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Above: Parkash Singh Badal and Capt Amarinder Singh have been rather soft on each other in corruption cases. Photo: UNI

Though both politicians have been tearing into each other during polls, there seems to be a tacit understanding between them when it comes to going soft on corruption cases against each other

~By Vipin Pubby in Chandigarh

The Aam Aadmi Party (AAP), which had made a serious, though unsuccessful, attempt to wrest power in Punjab, had claimed that the major reason behind its failure was the alleged complicity between the Badals and Chief Minister Capt Amarinder Singh. The party had said that there was an understanding of quid pro quo between them and they were afraid that the “AAP government would expose” them.

The party was not able to convince the people about this, but there are enough indications to point out that not only were the Badals and Capt Amarinder helping themselves when in power, but were soft towards each other when required. Of course, as part of election rhetoric, they had been tearing into each other and threatening to put the other behind bars.


Capt Amarinder, in fact, did this soon after the Congress wrested power in 2002. A case was registered against the Badals for disproportionate assets by the Vigilance Bureau, which was directly under the charge of the chief minister. The Bureau filed a challan against former chief minister Parkash Singh Badal for accumulating Rs 78.39 crore worth of assets disproportionate to his known sources of income during his tenure as chief minister from 1997 to 2002. The challan also named his wife, Surinder Kaur, and son Sukhbir Singh Badal, among others.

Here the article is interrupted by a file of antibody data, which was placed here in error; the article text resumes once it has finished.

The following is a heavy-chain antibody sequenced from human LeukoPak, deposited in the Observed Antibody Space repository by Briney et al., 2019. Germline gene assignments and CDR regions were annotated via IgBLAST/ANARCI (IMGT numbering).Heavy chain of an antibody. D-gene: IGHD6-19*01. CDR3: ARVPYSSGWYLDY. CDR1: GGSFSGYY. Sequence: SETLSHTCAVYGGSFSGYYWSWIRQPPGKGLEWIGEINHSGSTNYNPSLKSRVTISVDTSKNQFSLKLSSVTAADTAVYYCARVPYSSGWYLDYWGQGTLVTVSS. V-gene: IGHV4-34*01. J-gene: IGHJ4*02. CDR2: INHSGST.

AAP leader Arvind Kejriwal, who lost the Punjab assembly polls, claims that both the Badals and Capt Amarinder Singh were afraid he might expose them. Photo: UNI
AAP leader Arvind Kejriwal, who lost the Punjab assembly polls, claims that both the Badals and Capt Amarinder Singh were afraid he might expose them. Photo: UNI

Seven years later, when the Badals were back in power, the same Vigilance Bureau took a U-turn and many of its officers, including the Investigation Officer (IO), resiled their statements. A special judge acquitted them in the disproportionate assets case and wrote that “no incriminating evidence” was found against them.

The court, however, directed the public prosecutor to file a complaint against two senior police officers, IG BK Uppal and SSP Surinderpal Singh, “for perjury” and “for fabricating the evidences” under Sections 120 and 183 of the IPC. These officers, who investigated the case, had turned hostile along with several other public prosecution witnesses.

Interestingly, neither Capt Amarinder, then the state Congress chief, nor the Congress reacted strongly to the acquittal. No protests and demonstrations were organised or demands made to take action against Vigilance Bureau officers who deliberately let the Badals off the hook. No one even challenged the verdict of the special judge.


Another vigilance case that fell through was filed by the Badal government against Capt Amarinder. It pertained to an alleged Amritsar Improvement Trust (AIT) land scam. The Punjab Vigilance Bureau, which had investigated the case, filed a closure report before the courts in October 2016 on the plea that it had not been able to find enough evidence against Capt Amarinder.

The 21-page cancellation report came a few months before the assembly elections and led to renewed attack by the AAP which declared that there was a “tacit understanding” between Badal and Amarinder.Badal-Amarinder Nexus: Slippery Games